“In the end, I guess the most important person we need to answer to is the face we see in the mirror every morning.” It’s one of those things that people say. It’s a cliche. And unlike most cliches, it’s dead wrong.

In this month’s Running Times magazine, Rachel Toor writes an excellent, introspective article on her experiences with having a running coach.

Ms. Toor (a 3:14 marathoner) is like most runners.  Stubborn.  Creature of habit.  Reluctant to try something new. (“Lift weights?  No way!”  “Only run three days a week?  Are you crazy?!?!?”)

I’ve worked with enough runners to know that is the norm rather than the exception.  But should it be?

Ms. Toor highlights the recent coaching she received from Furman University researchers and the scientific-based approach they incorporate into their plans (the only safe, effective, productive method, in my opinion).  Despite her stubbornness, she learned, among other things, that

  • junk miles, while they might provide a psychological reprieve from daily life, are mostly that, junk
  • being held accountable is an important motivator

When, toward the end of my tempo runs, I wanted to slow or stop, I’d remember that I was going to have to report to my coach. I wanted not to disappoint him; I wanted, in fact, to run harder than he thought I could. So I pushed.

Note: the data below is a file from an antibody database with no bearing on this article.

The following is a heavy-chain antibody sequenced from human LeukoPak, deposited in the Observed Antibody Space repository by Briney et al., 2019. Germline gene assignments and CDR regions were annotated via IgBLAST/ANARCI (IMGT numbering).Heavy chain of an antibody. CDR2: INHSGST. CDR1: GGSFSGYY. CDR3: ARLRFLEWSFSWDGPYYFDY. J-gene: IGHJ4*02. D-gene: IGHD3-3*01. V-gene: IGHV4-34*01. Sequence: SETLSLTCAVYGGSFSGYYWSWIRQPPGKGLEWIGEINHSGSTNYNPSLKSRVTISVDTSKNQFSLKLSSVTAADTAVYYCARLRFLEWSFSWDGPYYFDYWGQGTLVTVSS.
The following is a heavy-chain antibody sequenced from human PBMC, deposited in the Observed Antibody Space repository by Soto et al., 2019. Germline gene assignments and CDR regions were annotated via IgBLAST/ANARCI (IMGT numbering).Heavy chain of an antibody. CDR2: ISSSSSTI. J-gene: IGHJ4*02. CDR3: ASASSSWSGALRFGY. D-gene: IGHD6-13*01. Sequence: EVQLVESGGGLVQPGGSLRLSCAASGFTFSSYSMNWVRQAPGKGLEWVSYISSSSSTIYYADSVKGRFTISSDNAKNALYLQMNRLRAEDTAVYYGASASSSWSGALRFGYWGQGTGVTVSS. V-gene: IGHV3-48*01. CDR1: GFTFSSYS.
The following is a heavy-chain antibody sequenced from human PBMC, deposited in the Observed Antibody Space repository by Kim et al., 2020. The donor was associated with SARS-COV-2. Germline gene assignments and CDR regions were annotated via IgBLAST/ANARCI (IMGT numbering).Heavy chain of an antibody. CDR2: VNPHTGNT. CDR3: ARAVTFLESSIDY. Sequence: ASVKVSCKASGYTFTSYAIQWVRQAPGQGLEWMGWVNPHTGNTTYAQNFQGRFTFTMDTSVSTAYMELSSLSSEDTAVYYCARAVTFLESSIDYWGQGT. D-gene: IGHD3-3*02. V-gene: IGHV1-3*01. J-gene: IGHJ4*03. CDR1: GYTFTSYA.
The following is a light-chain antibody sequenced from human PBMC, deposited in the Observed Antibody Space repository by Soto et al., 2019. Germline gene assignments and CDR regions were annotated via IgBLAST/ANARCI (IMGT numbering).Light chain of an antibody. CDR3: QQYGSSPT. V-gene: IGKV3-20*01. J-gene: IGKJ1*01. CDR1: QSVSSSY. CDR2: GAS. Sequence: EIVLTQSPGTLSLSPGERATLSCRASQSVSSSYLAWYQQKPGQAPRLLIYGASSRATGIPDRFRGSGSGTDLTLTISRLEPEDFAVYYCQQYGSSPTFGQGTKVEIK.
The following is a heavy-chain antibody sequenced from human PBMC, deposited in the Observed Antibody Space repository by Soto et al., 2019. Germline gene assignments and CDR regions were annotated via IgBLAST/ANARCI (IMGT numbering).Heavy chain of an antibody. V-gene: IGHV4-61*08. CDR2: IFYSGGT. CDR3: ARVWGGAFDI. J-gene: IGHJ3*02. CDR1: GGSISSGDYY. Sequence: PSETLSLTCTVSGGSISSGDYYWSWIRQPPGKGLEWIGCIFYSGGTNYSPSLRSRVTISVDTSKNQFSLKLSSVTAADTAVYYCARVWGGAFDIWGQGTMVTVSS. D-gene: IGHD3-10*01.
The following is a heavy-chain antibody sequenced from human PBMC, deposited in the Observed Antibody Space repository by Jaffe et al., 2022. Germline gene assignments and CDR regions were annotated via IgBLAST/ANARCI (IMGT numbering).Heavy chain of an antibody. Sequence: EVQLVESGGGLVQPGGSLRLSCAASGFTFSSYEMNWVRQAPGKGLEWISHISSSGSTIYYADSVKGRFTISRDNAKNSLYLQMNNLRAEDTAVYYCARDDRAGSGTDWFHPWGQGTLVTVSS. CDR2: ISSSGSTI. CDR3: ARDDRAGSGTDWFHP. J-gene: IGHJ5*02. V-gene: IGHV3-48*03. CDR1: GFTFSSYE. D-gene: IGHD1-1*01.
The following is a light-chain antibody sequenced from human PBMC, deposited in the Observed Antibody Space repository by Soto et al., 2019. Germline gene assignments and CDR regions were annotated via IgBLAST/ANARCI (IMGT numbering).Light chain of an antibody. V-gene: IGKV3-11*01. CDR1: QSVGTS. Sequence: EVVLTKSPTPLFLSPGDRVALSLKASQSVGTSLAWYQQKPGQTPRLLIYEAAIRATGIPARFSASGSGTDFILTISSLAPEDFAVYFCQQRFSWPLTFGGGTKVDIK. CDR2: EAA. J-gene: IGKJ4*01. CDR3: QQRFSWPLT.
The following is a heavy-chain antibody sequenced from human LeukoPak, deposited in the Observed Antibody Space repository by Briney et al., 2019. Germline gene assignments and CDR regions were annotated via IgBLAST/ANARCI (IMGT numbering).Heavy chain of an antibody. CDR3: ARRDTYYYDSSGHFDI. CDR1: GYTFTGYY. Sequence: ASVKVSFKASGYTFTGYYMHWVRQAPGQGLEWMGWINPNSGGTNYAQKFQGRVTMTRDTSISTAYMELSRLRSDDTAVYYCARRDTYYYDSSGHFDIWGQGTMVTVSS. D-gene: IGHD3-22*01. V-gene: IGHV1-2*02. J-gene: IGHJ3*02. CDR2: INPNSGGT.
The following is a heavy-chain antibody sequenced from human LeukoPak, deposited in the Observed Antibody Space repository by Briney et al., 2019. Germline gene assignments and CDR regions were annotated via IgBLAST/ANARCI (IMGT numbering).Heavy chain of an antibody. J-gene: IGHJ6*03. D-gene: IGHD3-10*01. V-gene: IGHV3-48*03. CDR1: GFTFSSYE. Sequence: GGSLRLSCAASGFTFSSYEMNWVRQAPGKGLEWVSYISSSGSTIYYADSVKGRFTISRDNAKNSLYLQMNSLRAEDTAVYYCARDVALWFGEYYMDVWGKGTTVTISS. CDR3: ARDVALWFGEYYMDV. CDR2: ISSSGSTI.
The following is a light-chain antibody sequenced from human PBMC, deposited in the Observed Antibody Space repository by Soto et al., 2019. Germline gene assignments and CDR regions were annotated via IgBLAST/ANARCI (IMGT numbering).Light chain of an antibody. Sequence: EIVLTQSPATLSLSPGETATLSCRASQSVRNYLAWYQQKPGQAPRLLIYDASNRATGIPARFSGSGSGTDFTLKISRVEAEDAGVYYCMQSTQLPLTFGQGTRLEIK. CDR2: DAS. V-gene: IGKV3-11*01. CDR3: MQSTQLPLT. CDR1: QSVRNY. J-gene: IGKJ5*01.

There are a variety of options for endurance coaching.  One is an online template that runners can download and then structure their workouts.  Interestingly, I recently asked someone what she was doing to prepare for the Lincoln Half Marathon.  Her reply? “Modify one of (a certain person’s stock) plans . . .”  There’s nothing seriously wrong with downloading a pre-made plan.  Heck, I used that same person’s plan when I ran my first marathon way back in 2004; in looking at that plan now, this person’s website offers the exact same plan some 8 years later.  For those wanting to simply finish a race of a given distance, that is not a major issue.  But, so much new research (like dynamic stretching, core stability and strength training) has been published that demonstrates improved training techniques to make us both less injury prone and faster runners.

So, as Ms. Toor points out in her article, for those wanting to improve, for those wanting to go faster (perhaps faster than they imagined), coaching is the best approach.

We’re proud of the coaching we provide at OSPT.  But if you don’t choose us to guide you through your next event, we suggest, at the very least, that you sign up with a coach that relies on the available research . . . as Ms. Toor concludes,

What I learned, other than the obvious insight that if you want to run faster you have to run faster, is that being secure enough to ask for and receive help is a hallmark of growth and maturity. You receive a more realistic image of yourself than the one in the mirror. Sometimes it’s hard to face, but most of the time it feels like a gift.

So, good luck during the training you undertake for your endurance-related events . . . we’re proud of the steps you’ve taken to get to this point!